Mrs. Dewey has made compromises, both large and small, throughout her career. Every educator who's in it for the long haul must. But this institutionalized policy of educational triage weighs heavily and hurts more.1 Should she focus only on Brittney, Julian, Shennell, Tiffany, George, and Marlena -- the so-called bubble kids -- to the exclusion of the other 17 students in her class? Should Mrs. Dewey refuse to tutor Anthony, a persistent and eager little boy with no chance of passing the state test this year, so that she can spend time with students who have a better shot at passing? What should she tell Celine, a precocious student, whose mother wants Mrs. Dewey to review her entry for an essay contest? Celine will certainly pass the state test, so can Mrs. Dewey afford the time? What about the five students who moved into the school in the middle of the year? Since they don't count toward Marshall's scores, should Mrs. Dewey worry about their performance at all?

In her angrier moments, Mrs. Dewey pledges to ignore Marshall's approach and to teach as she always has, the best way she knows how. Yet, if she does, Mrs. Dewey risks being denounced as a traitor to the school's effort to increase scores -- in short, a bad teacher. Given 22 years of sacrifices for her profession, it is this reality that stings the most.

Mulling over her choices, Mrs. Dewey shuts her classroom door and begins her class.2

Unintended Consequences of Accountability Systems: Educational Triage

Test-based accountability systems aim to direct the behavior of educators toward the improvement of student achievement. The No Child Left Behind (NCLB) Act codified accountability as our national educational blueprint, requiring schools to increase test scores incrementally so that all students are proficient in reading and math by 2014. Yet, despite the stated intent of NCLB to improve outcomes for all students, particularly those who have been historically neglected, educators and others may adopt a series of "gaming" practices in order to artificially inflate schools' passing rates. Such practices include giving students a special education classification to exclude them from high-stakes tests,3 retaining students in grade to delay test-taking,4 diverting attention away from subjects not evaluated on high-stakes tests,5 teaching to the test,6 and cheating.7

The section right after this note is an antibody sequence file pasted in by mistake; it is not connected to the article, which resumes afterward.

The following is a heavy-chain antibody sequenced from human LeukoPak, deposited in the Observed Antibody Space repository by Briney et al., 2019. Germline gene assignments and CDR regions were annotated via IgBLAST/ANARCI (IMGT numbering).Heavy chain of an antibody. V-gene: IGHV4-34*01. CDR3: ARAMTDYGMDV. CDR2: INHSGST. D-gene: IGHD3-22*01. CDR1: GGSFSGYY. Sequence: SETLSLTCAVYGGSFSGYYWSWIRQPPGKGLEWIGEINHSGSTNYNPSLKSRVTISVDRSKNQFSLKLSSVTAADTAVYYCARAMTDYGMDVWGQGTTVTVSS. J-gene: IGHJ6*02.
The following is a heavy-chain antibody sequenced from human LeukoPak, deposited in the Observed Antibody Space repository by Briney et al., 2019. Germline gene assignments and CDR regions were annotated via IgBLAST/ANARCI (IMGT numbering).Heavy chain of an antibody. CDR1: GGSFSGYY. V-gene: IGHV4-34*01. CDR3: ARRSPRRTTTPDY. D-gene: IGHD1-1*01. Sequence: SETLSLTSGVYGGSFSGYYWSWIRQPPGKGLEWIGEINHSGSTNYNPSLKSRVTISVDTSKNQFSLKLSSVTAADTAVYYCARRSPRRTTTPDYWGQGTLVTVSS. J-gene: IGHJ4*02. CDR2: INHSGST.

In what follows, I discuss two of the dilemmas presented by a less-well-known gaming practice: educational triage. The insights offered here derive from an ethnographic study of an urban elementary school in Texas, to which I have assigned the pseudonym "Beck Elementary." Educational triage has become an increasingly widespread response to accountability systems and has been documented in Texas, California, Chicago, Philadelphia, New York, and even England.8 By educational triage, I mean the process through which teachers divide students into safe cases, cases suitable for treatment, and hopeless cases and ration resources to focus on those students most likely to improve a school's test scores. The idea of triage, a practice usually restricted to the direst of circumstances, like the battlefield or the emergency room, poignantly captures the dynamics of many schools' responses to NCLB. In the name of improving schools' scores, some students must inevitably be sacrificed. And the stakes are high -- for schools, which face serious sanctions for failing to meet adequate yearly progress targets; for students, who increasingly face retention if they do not pass state tests; and for teachers, who are judged by the number of students they ''save."

Dilemma 1. Data can be used to improve student achievement, but they can also be used to target some students at the expense of others. Data-driven decision making has become something of a sacrosanct term in education policy circles. Who could be against it? The public face of data-driven decision making -- identifying the needs of each individual child and introducing interventions to remediate any learning difficulties -- is sensible and beyond question.